- British-Irish Visa Scheme
- Irish Short Stay Visa Waiver Programme
- Understanding your visa/On arrival in Ireland
- Useful links
British-Irish Visa Scheme
The British-Irish Visa Scheme is a scheme which allows for short term travel to and around the Common Travel Area between the UK and Ireland (including Northern Ireland), on the basis of a single visa, by nationals who are visa-required for the purpose of travel to or entrance into both jurisdictions.
The Scheme involves the mutual recognition by either jurisdiction of certain classes of visa issued by the other i.e. Ireland will accept a UK visa and vice versa. The following classes of visa come within the scope of the Scheme:
All short-stay ‘C’ visas, single-entry or multiple-entry, issued for the following purposes of travel to Ireland:
- Visit (family/friend)
- Visit (tourist)
and endorsed with the coding ‘BIVS’. Visas endorsed with the coding ‘BIVS’ are described as ‘eligible visas’ for the purpose of this information note.
All other classes of visa e.g. student visas, visas for family reunification are excluded from the scope of the Scheme.
Visas, endorsed with the coding ‘BIVS’, granted to persons seeking leave to enter or remain in the UK as defined in the Immigration Rules of the UK, except those seeking leave to enter as (i) a Visitor in Transit or (ii) a Visitor seeking to enter for the purpose of marriage or to enter a civil partnership.
Find out more about the scheme:
BIVS Visas are not issued to applicants who do not have a valid UK Visa and wish to transit the Republic of Ireland to visit their reference who is resident in Northern Ireland. In these circumstances it is recommended that you apply for a UK Visa prior to submitting an application for a visa for Ireland.
Irish Short Stay Visa Waiver Programme
Under the Programme certain visas issued by the authorities of the United Kingdom are recognised for the purposes of travel to Ireland. The Programme permits nationals of 18 countries, including India, who are holders of certain categories of Short Stay “C” UK visas to travel to Ireland within the time remaining on their current leave to remain in the UK without the requirement to obtain an Irish visa.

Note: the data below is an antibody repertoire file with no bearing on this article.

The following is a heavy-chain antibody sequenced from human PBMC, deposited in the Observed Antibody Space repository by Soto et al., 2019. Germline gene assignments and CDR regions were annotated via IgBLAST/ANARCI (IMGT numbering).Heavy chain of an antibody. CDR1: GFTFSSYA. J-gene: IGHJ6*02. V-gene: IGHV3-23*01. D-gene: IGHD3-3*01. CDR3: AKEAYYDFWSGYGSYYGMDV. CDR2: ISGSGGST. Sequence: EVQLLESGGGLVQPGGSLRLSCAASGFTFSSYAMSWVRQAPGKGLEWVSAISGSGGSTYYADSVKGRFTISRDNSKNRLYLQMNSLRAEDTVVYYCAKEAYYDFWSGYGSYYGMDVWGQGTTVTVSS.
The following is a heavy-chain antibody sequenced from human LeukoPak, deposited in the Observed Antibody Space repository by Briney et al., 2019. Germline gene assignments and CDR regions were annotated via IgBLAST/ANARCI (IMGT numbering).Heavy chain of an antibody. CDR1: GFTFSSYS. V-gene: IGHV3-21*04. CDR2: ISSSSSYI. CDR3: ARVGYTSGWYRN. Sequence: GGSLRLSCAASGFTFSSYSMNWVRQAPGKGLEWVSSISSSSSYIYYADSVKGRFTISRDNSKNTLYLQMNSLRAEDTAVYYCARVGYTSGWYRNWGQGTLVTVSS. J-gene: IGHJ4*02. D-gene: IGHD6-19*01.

The countries included in the Programme are:
India, Kazakhstan, Peoples Republic of China, Thailand, Uzbekistan
Bahrain, Kuwait, Oman, Qatar, Saudi Arabia and the United Arab Emirates
Belarus, Bosnia and Herzegovina, Montenegro, Russian Federation, Serbia, Turkey and Ukraine
The categories of visas covered are short stay visit visas granted to persons seeking to leave to enter or remain in the UK except those seeking to enter as (i) a Visitor in Transit or (ii) a Visitor seeking to enter for the purpose of marriage or to enter a civil partnership. Long-term visitors to the UK, for example long-term student visas, persons seeking to join spouse or family reunification, are not encompassed.
In order to avail of the Programme you must have landed and gained lawful entry to the UK on foot of your current UK visa, prior to undertaking the journey to Ireland.
Each distinct period of leave to remain in the UK (up to a maximum of 180 days each time) requires a prior legal entry into the UK before travel to Ireland under the Programme, no matter what the duration of the UK visa.
This Programme is not reciprocal. It does not permit a person who is a visa required national under UK immigration rules to enter the UK on foot of an Irish visa. If you wish to enter the UK (including Northern Ireland), you must be in possession of a valid UK visa.
The Programme will run until October 2021 but may be amended or extended at any point. Detailed information about the Programme and its requirements is available in the information note below.
Click on Irish Short Stay Visa Waiver Programme for further information.